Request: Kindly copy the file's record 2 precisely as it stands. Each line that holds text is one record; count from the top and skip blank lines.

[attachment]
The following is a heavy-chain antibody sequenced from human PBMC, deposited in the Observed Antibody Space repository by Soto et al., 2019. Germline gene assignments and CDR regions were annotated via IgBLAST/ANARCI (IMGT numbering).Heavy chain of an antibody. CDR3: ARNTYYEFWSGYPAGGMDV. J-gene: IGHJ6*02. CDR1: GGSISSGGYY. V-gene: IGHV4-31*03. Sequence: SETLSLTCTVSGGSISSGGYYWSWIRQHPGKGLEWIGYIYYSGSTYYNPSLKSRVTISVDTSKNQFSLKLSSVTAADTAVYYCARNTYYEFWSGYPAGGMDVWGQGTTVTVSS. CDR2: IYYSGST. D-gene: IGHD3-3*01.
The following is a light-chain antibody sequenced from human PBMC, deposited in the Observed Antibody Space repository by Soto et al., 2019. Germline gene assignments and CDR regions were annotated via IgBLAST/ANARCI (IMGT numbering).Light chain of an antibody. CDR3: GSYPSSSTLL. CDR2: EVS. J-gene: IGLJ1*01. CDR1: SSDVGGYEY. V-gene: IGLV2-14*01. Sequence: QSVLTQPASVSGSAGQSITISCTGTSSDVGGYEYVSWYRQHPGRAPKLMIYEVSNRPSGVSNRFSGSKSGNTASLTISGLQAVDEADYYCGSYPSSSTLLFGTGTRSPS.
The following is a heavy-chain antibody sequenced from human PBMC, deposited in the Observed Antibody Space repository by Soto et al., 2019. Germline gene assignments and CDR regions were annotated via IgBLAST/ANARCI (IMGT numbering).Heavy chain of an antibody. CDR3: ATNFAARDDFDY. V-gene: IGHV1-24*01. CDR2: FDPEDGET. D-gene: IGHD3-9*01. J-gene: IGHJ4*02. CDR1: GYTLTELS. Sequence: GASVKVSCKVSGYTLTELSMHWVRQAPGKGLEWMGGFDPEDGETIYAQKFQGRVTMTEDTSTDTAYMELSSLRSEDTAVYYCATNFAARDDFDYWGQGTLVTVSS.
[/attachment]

The following is a light-chain antibody sequenced from human PBMC, deposited in the Observed Antibody Space repository by Soto et al., 2019. Germline gene assignments and CDR regions were annotated via IgBLAST/ANARCI (IMGT numbering).Light chain of an antibody. CDR3: GSYPSSSTLL. CDR2: EVS. J-gene: IGLJ1*01. CDR1: SSDVGGYEY. V-gene: IGLV2-14*01. Sequence: QSVLTQPASVSGSAGQSITISCTGTSSDVGGYEYVSWYRQHPGRAPKLMIYEVSNRPSGVSNRFSGSKSGNTASLTISGLQAVDEADYYCGSYPSSSTLLFGTGTRSPS.